The increased dependency on external sources creates an opportunity for franchising industry.
At a macro level, brand owning companies franchise product creation and distribution to other companies in order to scale up rapidly and have an asset light business core competence. Hence, the future is bright for the industry and the sector will witness more growth in the future.
Out of the many things disrupting the way businesses operate, digitization tops the list. How has advancements in technology impacting franchising industry?
Technology has made work more process than people driven, lending to far greater efficiencies, and perception of fairness.
In fact, from business insights (stemming from big data analysis) to logistics and from ERP to RPO, companies are seeing a sea-change. More expertise is being generated, businesses have access to world class practices, and along with all this the availability of various tech platforms is helping businesses take better decisions, thus increasing their chances of success.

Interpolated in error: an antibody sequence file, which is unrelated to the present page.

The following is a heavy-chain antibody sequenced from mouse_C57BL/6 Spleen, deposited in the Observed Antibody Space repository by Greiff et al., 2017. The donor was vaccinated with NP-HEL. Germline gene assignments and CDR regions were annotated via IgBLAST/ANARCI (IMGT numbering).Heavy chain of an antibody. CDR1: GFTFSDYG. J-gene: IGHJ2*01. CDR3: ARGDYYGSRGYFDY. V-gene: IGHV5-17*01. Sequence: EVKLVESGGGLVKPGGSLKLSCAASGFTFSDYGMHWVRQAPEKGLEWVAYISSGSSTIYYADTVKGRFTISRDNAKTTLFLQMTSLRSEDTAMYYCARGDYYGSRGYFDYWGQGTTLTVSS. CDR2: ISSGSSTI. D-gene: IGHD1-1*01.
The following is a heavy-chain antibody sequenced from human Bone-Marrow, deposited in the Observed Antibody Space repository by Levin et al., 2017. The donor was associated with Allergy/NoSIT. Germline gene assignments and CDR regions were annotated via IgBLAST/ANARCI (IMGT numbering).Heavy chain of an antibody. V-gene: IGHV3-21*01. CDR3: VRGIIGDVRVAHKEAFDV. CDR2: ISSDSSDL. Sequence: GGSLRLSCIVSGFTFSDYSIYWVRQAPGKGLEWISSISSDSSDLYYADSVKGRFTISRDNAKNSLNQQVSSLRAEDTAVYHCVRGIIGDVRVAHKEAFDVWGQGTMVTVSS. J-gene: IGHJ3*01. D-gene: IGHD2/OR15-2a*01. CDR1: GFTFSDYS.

Digitization has ensured data is available in a convenient format, practically on a real-time basis. In the near future, I see AI as the new norm that shall push companies in the right direction!
These disruptions have worked well for companies who have been either proactive, or have embraced change rapidly. Repetitive and relatively routine and low-value adding roles and functions have been removed from the way in which one does business, freeing up more market intelligence, bandwidth and focus to really assess need, generate/ identify demand and swiftly respond to meeting these customer demands.